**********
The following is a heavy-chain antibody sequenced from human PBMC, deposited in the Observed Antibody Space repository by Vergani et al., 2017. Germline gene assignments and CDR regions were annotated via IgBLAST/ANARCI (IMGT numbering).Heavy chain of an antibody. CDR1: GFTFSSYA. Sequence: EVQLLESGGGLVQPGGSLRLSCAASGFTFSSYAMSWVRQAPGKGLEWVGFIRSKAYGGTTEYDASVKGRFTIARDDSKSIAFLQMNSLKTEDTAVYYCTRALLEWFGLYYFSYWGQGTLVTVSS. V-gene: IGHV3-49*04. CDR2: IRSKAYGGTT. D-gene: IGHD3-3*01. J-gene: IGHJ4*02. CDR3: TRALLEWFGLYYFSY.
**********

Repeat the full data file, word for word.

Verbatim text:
The following is a heavy-chain antibody sequenced from human PBMC, deposited in the Observed Antibody Space repository by Vergani et al., 2017. Germline gene assignments and CDR regions were annotated via IgBLAST/ANARCI (IMGT numbering).Heavy chain of an antibody. CDR1: GFTFSSYA. Sequence: EVQLLESGGGLVQPGGSLRLSCAASGFTFSSYAMSWVRQAPGKGLEWVGFIRSKAYGGTTEYDASVKGRFTIARDDSKSIAFLQMNSLKTEDTAVYYCTRALLEWFGLYYFSYWGQGTLVTVSS. V-gene: IGHV3-49*04. CDR2: IRSKAYGGTT. D-gene: IGHD3-3*01. J-gene: IGHJ4*02. CDR3: TRALLEWFGLYYFSY.